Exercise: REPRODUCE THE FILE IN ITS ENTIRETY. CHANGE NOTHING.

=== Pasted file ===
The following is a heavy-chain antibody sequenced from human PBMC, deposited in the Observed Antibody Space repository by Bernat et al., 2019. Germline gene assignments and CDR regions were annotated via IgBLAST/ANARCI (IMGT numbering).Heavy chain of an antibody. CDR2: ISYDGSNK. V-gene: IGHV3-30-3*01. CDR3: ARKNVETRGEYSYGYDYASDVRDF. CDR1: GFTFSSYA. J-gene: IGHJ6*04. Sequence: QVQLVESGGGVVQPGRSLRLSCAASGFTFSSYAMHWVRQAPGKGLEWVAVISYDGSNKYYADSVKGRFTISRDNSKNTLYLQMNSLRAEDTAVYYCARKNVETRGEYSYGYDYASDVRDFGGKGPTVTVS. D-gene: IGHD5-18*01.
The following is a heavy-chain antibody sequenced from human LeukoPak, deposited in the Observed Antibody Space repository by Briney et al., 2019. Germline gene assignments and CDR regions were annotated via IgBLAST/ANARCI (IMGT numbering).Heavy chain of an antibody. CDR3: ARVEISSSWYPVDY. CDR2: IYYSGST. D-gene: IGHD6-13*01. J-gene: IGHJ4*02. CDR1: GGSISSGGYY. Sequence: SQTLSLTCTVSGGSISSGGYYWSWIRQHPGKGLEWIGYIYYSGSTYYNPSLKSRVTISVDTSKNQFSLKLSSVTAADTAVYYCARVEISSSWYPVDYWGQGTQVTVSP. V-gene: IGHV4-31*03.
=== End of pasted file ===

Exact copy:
The following is a heavy-chain antibody sequenced from human PBMC, deposited in the Observed Antibody Space repository by Bernat et al., 2019. Germline gene assignments and CDR regions were annotated via IgBLAST/ANARCI (IMGT numbering).Heavy chain of an antibody. CDR2: ISYDGSNK. V-gene: IGHV3-30-3*01. CDR3: ARKNVETRGEYSYGYDYASDVRDF. CDR1: GFTFSSYA. J-gene: IGHJ6*04. Sequence: QVQLVESGGGVVQPGRSLRLSCAASGFTFSSYAMHWVRQAPGKGLEWVAVISYDGSNKYYADSVKGRFTISRDNSKNTLYLQMNSLRAEDTAVYYCARKNVETRGEYSYGYDYASDVRDFGGKGPTVTVS. D-gene: IGHD5-18*01.
The following is a heavy-chain antibody sequenced from human LeukoPak, deposited in the Observed Antibody Space repository by Briney et al., 2019. Germline gene assignments and CDR regions were annotated via IgBLAST/ANARCI (IMGT numbering).Heavy chain of an antibody. CDR3: ARVEISSSWYPVDY. CDR2: IYYSGST. D-gene: IGHD6-13*01. J-gene: IGHJ4*02. CDR1: GGSISSGGYY. Sequence: SQTLSLTCTVSGGSISSGGYYWSWIRQHPGKGLEWIGYIYYSGSTYYNPSLKSRVTISVDTSKNQFSLKLSSVTAADTAVYYCARVEISSSWYPVDYWGQGTQVTVSP. V-gene: IGHV4-31*03.